Lemons can be found in almost every kitchen. Freshly squeezed lemon juice is said to have countless health benefits. These citrus fruits are refreshing and tart.
Nevertheless, lemons contain carbohydrates and also sugar. Therefore, a legitimate question arises about whether lemons suit low-carb and keto diets.
- Lemons are suitable for keto and low-carb.
- One lemon contains 4.2 g net carbs.
- 5+ lemons can throw you out of ketosis.
- One glass of lemon juice contains 16.5 g net carbs.
Are Lemons Keto?
Lemons are native to India, China, and Burma. Although known to the ancient Romans, lemons were not widely used or grown until later in Europe.
Today, lemons are experiencing a second spring as a health elixir. Lemon water is said to make the skin radiant, aid digestion, and help with weight loss.
But can lemons and lemon juice be suitable for keto and other low-carb diets because of the carbohydrates?
To find out, we need to look closer at their nutritional values.
Carbs in Lemons
Lemons, as the name suggests, are citrus fruits. These are known to be poorer in carbohydrates. So can lemons not be considered nature’s candy at all?
To find out, we need to look at the net carbs of the fruit.
How Many Carbohydrates Are in Lemons?
100 grams of lemons provide the following average nutritional values (*):
- Energy: 29 calories
- Protein: 1.1 grams
- Fat: 0.3 grams
- Carbohydrates: 9.3 grams
- Dietary fiber: 2.8 grams
- Net carbs: 6.5 grams
According to the nutritional information, carbohydrates predominate in lemons. They are also free of fat and protein.
At first glance, lemons are a high-carbohydrate, low-fat food. They have a fat-to-net carbohydrate ratio of 0.05.
Are Lemons Keto-Friendly?
Lemons are suitable for the ketogenic diet.
Only five lemons can throw you out of ketosis, as it contains about 23 grams of net carbohydrates. An average lemon has 4.2 grams of net carbohydrates (*).
However, few people eat large amounts of lemons with a spoon. The versatile lemon is most often consumed as juice.
Carbs in Lemon Juice
100 grams of freshly squeezed lemon juice provides the following average nutritional values (*):
- Energy: 22 calories
- Protein: 0.4 grams
- Fat: 0.2 grams
- Carbohydrates: 6.9 grams
- Dietary fiber: 0.3 grams
- Net carbs: 6.6 grams
Is Lemon Juice Keto?
Yes, lemon juice is suitable for the ketogenic diet.
Lemon juice is a fruit juice with amazingly low net carbs. You can drink more than one glass of freshly squeezed lemon juice daily and stay in ketosis. But it is rarely drunk straight. Lemon juice is primarily a keto-friendly ingredient for drinks.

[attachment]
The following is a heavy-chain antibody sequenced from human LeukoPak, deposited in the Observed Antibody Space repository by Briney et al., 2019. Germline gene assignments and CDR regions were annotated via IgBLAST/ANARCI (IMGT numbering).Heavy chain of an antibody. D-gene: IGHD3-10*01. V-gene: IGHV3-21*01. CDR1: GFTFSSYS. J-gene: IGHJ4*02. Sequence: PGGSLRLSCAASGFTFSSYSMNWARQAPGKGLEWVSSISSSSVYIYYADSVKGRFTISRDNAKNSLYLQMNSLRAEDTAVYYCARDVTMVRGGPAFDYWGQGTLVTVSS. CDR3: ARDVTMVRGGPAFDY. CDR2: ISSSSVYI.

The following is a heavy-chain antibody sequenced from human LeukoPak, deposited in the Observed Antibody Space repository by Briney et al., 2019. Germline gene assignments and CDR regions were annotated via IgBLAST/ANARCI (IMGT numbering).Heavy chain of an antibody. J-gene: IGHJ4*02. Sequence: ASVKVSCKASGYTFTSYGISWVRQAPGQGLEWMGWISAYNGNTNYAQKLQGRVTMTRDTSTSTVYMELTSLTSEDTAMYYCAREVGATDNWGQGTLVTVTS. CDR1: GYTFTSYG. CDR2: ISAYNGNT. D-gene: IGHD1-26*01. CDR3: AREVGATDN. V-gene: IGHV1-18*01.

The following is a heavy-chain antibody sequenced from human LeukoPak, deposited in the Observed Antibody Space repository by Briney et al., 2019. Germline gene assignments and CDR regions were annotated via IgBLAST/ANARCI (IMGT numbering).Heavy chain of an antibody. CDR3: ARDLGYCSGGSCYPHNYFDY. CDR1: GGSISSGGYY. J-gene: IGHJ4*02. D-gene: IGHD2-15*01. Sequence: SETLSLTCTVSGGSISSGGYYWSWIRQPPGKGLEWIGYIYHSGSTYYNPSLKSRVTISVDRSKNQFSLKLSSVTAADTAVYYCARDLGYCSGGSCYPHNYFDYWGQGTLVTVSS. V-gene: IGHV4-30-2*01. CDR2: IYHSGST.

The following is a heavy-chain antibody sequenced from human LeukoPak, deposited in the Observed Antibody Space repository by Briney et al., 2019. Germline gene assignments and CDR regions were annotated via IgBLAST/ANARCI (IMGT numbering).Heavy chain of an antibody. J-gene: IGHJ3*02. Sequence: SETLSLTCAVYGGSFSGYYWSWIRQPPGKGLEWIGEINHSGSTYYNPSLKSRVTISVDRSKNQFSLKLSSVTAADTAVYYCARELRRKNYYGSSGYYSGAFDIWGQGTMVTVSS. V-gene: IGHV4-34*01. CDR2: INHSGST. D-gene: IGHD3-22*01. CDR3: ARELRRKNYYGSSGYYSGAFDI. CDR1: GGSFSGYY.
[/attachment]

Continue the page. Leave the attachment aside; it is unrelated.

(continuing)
Lemon water, for example, is an ideal keto drink and can even be a drink for intermittent fasting.
Even alcoholic drinks with lemon juice can be ketogenic if you keep it too hard for alcohol, like vodka, soda, and lemon.
What makes fresh juice different from fruit is the lack of fiber.
Are Lemons and Their Juice Healthy?
100 grams of lemon juice contains only 0.4 grams of sucrose plus one gram each of glucose and fructose (*).
Sucrose is what we understand by table sugar. Ordinary sugar, in turn, consists of 50% glucose and 50% fructose.
Therefore, a glass of lemon juice provides the equivalent of about 6 grams of table sugar, which is tiny for a juice.
Lemons are rich in vitamin C. Therefore, they help absorb iron better and synthesize collagen.
So they can also contribute to the health of your skin (Boyera et al. 20194).
Despite Carbs, Lemons Are Keto
The bottom line is that lemons and lemon juice are the healthiest fresh fruits or juice suiting a low-carb diet.
Finally, they are versatile and are usually consumed in limited quantities. However, this may also be because they taste sour.
Carbs in Lemons: Keto FAQ
How many lemons can you have on keto?
You can have up to 5 lemons a day on keto.
Does lemon break ketosis?
You must have more than five lemons to get kicked out of ketosis.
Can I drink lemon water during keto?
Yes, you can drink lemon water on a keto diet.
How many net carbs are in a lemon?
One lemon has 4.2 net carbs.
Mag. Stephan Lederer, MSc. is an author and blogger from Austria who writes in-depth content about health and nutrition. His book series on Interval Fasting landed #1 on the bestseller list in the German Amazon marketplace in 15 categories.
Stephan is a true man of science, having earned multiple diplomas and master's degrees in various fields. He has made it his mission to bridge the gap between conventional wisdom and scientific knowledge. He precisely reviews the content and sources of this blog for currency and accuracy.
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